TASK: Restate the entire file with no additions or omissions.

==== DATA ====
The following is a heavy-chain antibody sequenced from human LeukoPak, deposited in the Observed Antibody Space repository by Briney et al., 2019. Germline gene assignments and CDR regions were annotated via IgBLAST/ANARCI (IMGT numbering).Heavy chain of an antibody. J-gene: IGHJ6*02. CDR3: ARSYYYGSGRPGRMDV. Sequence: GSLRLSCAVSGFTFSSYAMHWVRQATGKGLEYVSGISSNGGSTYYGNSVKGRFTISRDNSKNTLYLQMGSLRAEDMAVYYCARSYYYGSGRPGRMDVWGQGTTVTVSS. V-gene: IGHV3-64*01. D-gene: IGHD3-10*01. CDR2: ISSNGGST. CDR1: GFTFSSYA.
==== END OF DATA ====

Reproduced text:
The following is a heavy-chain antibody sequenced from human LeukoPak, deposited in the Observed Antibody Space repository by Briney et al., 2019. Germline gene assignments and CDR regions were annotated via IgBLAST/ANARCI (IMGT numbering).Heavy chain of an antibody. J-gene: IGHJ6*02. CDR3: ARSYYYGSGRPGRMDV. Sequence: GSLRLSCAVSGFTFSSYAMHWVRQATGKGLEYVSGISSNGGSTYYGNSVKGRFTISRDNSKNTLYLQMGSLRAEDMAVYYCARSYYYGSGRPGRMDVWGQGTTVTVSS. V-gene: IGHV3-64*01. D-gene: IGHD3-10*01. CDR2: ISSNGGST. CDR1: GFTFSSYA.